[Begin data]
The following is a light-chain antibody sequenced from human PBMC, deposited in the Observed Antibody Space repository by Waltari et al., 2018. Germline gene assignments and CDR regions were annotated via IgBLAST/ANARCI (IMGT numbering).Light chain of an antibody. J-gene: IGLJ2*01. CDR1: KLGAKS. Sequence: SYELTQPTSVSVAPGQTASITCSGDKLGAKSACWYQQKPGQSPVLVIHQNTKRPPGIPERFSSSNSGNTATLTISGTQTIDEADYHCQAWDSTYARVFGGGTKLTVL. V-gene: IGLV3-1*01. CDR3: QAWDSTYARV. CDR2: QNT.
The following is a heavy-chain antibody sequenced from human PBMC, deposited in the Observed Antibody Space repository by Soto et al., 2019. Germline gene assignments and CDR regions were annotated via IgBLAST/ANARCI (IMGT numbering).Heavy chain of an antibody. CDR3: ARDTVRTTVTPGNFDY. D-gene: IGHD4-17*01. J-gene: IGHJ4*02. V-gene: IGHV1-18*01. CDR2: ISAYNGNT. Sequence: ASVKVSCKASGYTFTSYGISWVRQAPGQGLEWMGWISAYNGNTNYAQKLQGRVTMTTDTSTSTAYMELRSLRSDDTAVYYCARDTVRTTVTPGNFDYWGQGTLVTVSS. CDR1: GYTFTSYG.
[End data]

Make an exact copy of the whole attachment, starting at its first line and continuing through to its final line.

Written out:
The following is a light-chain antibody sequenced from human PBMC, deposited in the Observed Antibody Space repository by Waltari et al., 2018. Germline gene assignments and CDR regions were annotated via IgBLAST/ANARCI (IMGT numbering).Light chain of an antibody. J-gene: IGLJ2*01. CDR1: KLGAKS. Sequence: SYELTQPTSVSVAPGQTASITCSGDKLGAKSACWYQQKPGQSPVLVIHQNTKRPPGIPERFSSSNSGNTATLTISGTQTIDEADYHCQAWDSTYARVFGGGTKLTVL. V-gene: IGLV3-1*01. CDR3: QAWDSTYARV. CDR2: QNT.
The following is a heavy-chain antibody sequenced from human PBMC, deposited in the Observed Antibody Space repository by Soto et al., 2019. Germline gene assignments and CDR regions were annotated via IgBLAST/ANARCI (IMGT numbering).Heavy chain of an antibody. CDR3: ARDTVRTTVTPGNFDY. D-gene: IGHD4-17*01. J-gene: IGHJ4*02. V-gene: IGHV1-18*01. CDR2: ISAYNGNT. Sequence: ASVKVSCKASGYTFTSYGISWVRQAPGQGLEWMGWISAYNGNTNYAQKLQGRVTMTTDTSTSTAYMELRSLRSDDTAVYYCARDTVRTTVTPGNFDYWGQGTLVTVSS. CDR1: GYTFTSYG.